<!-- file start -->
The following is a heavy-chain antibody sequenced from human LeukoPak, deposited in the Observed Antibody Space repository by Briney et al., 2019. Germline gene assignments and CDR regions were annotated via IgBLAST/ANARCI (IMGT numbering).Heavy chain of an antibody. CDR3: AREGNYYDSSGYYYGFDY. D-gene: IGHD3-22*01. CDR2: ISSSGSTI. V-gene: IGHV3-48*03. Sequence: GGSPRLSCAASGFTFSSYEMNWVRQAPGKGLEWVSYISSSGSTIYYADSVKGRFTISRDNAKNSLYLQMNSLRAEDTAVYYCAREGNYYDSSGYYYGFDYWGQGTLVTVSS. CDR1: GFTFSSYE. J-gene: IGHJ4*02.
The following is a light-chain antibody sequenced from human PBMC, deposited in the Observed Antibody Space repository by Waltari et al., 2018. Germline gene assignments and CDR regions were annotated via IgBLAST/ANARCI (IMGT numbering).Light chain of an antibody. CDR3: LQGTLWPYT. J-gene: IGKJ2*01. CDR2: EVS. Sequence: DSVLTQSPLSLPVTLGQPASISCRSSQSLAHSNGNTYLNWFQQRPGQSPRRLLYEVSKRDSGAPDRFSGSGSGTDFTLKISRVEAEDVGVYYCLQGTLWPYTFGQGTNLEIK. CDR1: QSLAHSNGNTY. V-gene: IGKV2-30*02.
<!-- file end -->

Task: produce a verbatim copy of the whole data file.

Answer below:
The following is a heavy-chain antibody sequenced from human LeukoPak, deposited in the Observed Antibody Space repository by Briney et al., 2019. Germline gene assignments and CDR regions were annotated via IgBLAST/ANARCI (IMGT numbering).Heavy chain of an antibody. CDR3: AREGNYYDSSGYYYGFDY. D-gene: IGHD3-22*01. CDR2: ISSSGSTI. V-gene: IGHV3-48*03. Sequence: GGSPRLSCAASGFTFSSYEMNWVRQAPGKGLEWVSYISSSGSTIYYADSVKGRFTISRDNAKNSLYLQMNSLRAEDTAVYYCAREGNYYDSSGYYYGFDYWGQGTLVTVSS. CDR1: GFTFSSYE. J-gene: IGHJ4*02.
The following is a light-chain antibody sequenced from human PBMC, deposited in the Observed Antibody Space repository by Waltari et al., 2018. Germline gene assignments and CDR regions were annotated via IgBLAST/ANARCI (IMGT numbering).Light chain of an antibody. CDR3: LQGTLWPYT. J-gene: IGKJ2*01. CDR2: EVS. Sequence: DSVLTQSPLSLPVTLGQPASISCRSSQSLAHSNGNTYLNWFQQRPGQSPRRLLYEVSKRDSGAPDRFSGSGSGTDFTLKISRVEAEDVGVYYCLQGTLWPYTFGQGTNLEIK. CDR1: QSLAHSNGNTY. V-gene: IGKV2-30*02.